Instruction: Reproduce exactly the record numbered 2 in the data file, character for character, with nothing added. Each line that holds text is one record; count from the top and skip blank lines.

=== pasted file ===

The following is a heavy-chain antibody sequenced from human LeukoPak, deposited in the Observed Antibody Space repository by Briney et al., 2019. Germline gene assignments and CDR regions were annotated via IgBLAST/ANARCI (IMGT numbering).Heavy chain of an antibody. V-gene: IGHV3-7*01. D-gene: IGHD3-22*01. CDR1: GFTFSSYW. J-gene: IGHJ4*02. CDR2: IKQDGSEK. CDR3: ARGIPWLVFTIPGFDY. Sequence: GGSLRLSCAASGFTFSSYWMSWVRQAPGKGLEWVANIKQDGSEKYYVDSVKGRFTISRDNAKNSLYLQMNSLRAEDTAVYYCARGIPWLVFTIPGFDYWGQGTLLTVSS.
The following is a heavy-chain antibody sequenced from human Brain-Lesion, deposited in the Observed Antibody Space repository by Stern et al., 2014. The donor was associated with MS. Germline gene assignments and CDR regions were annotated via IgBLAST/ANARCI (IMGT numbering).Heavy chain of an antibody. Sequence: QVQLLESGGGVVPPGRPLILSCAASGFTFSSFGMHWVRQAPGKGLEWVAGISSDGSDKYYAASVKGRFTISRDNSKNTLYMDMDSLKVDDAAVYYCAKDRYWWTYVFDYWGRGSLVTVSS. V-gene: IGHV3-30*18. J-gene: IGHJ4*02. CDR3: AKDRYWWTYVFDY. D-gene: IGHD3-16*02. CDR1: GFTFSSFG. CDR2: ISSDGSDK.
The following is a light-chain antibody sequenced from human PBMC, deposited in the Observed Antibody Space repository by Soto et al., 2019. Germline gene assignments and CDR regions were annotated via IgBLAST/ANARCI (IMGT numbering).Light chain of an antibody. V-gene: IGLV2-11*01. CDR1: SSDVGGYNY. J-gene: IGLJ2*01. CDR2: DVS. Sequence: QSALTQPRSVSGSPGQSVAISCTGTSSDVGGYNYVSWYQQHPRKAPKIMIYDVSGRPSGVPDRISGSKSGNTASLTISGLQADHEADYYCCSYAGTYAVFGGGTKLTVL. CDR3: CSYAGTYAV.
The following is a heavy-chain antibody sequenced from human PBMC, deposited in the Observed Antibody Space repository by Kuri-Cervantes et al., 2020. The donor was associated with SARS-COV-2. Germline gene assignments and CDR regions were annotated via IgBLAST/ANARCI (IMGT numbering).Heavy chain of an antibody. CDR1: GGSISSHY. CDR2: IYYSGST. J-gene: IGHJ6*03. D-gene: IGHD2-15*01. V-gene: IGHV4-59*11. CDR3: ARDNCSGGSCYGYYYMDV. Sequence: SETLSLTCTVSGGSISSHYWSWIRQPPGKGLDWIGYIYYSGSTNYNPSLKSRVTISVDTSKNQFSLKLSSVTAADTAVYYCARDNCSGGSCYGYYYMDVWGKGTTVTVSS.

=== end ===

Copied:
The following is a heavy-chain antibody sequenced from human Brain-Lesion, deposited in the Observed Antibody Space repository by Stern et al., 2014. The donor was associated with MS. Germline gene assignments and CDR regions were annotated via IgBLAST/ANARCI (IMGT numbering).Heavy chain of an antibody. Sequence: QVQLLESGGGVVPPGRPLILSCAASGFTFSSFGMHWVRQAPGKGLEWVAGISSDGSDKYYAASVKGRFTISRDNSKNTLYMDMDSLKVDDAAVYYCAKDRYWWTYVFDYWGRGSLVTVSS. V-gene: IGHV3-30*18. J-gene: IGHJ4*02. CDR3: AKDRYWWTYVFDY. D-gene: IGHD3-16*02. CDR1: GFTFSSFG. CDR2: ISSDGSDK.